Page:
- David Newton, ESPN Staff Writer
- 0 Shares
Matt Kenseth says the penalties NASCAR levied against his Sprint Cup team and Joe Gibbs Racing were "grossly unfair'" and "borderline shameful."
Kenseth was penalized 50 points in the standings Wednesday, and his crew chief, Jason Ratcliff, was suspended for six races and fined $200,000 because a connecting rod in the engine of his Toyota weighed 2.7 grams under the minimum requirement following Sunday's win at Kansas Speedway.
The 2003 Sprint Cup champion, Kenseth also lost the three bonus points he earned for the win that would have been applied in seeding for the Chase for the championship. His pole, which would have made him eligible for the 2014 Sprint Unlimited at Daytona International Speedway, also was rescinded.
What upset Kenseth the most was the severity of the penalty for Ratcliff and his car owner. Joe Gibbs had his owner's license suspended for the next six races. That means Gibbs won't earn car owner points during that time for a mistake that Toyota Racing Development, which makes the engines for JGR, took full responsibility for.
"I can't get my arms around that," Kenseth said Thursday during a news conference at Richmond International Raceway. "I couldn't feel any worse. There's no more reputable, honorable, hardworking guy than them two."
Kenseth said anybody in the garage with an unbiased and reputable opinion would say that the part in question did not provide him with a competitive advantage. He said the average weight of all eight connecting rods was "well over" the minimum.
"I just think that the penalty is way over the top for that," he said. "It wasn't anything trying to gain an advantage. It wasn't an advantage -- it was a mistake. That should have been taken into account."
TRD president Lee White said the illegal part was a "total screw-up on our part." He said the piece supplied by a European vendor slipped through TRD quality control and that JGR or Ratcliff had no way of knowing it was on the car.
White said the magnetic steel part, which connects the piston and crankshaft, had a required minimum of 525 grams.
"One part came in 2.7 grams underweight, and somehow made it through our processes and ended up unfortunately in an engine that was selected to be weighed," White told ESPN.com. "That's totally on me."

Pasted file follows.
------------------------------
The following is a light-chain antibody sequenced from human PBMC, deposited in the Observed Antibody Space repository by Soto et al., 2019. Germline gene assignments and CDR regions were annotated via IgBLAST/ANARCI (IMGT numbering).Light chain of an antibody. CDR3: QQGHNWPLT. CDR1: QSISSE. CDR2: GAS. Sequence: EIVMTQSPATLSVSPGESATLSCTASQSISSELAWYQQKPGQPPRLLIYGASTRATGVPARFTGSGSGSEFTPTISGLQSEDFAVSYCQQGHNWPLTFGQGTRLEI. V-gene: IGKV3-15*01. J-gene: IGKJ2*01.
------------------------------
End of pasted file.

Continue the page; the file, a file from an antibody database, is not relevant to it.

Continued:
But according to NASCAR rules, the team ultimately is held responsible.
"It was a very bad mistake," Kenseth said. "A very dumb mistake. Unfortunately, we're in this spot, but we are. We'll see what happens moving forward."
JGR plans to appeal the penalty. Kenseth said the hope is that it is at least reduced.
"We'll just go through that and see what happens," he said. "Whatever the final verdict is we'll have to live with that and move on."
Kenseth dropped from eighth in the standings to tied with Jeff Gordon in 14th place. Ratcliff's suspension will be put on hold pending the appeal.
Kenseth acknowledged that the penalty, if upheld, will make it tougher to make the Chase. He also said the penalty will make him and his team more determined.
"Honestly, I feel I have the strongest race team in the garage," he said. "If anyone can come back from it and get us in a spot to win the championship, it's my group."
But Kenseth reiterated he feels worse for Gibbs than anyone.
"The penalty to Coach [Gibbs], because of something he knew nothing about and it is not a performance advantage, to say he cannot win the owner's championship for a guy that has been this big of a supporter to NASCAR the past 22 years, man, that's a tough one to figure out," he said.
Kenseth was visibly upset throughout the news conference streamed live on NASCAR.com. Although he was in Richmond a day early to drive in Thursday night's Late Model charity event in place of injured teammate Denny Hamlin, his focus was on his Cup team.
He called his excitement level for the Late Model race an "all-time low."
"By tomorrow morning, we're going to be ready," Kenseth said of Friday's first practice for Saturday night's Cup race. "If it's possible, I think we're motivated and determined more than ever."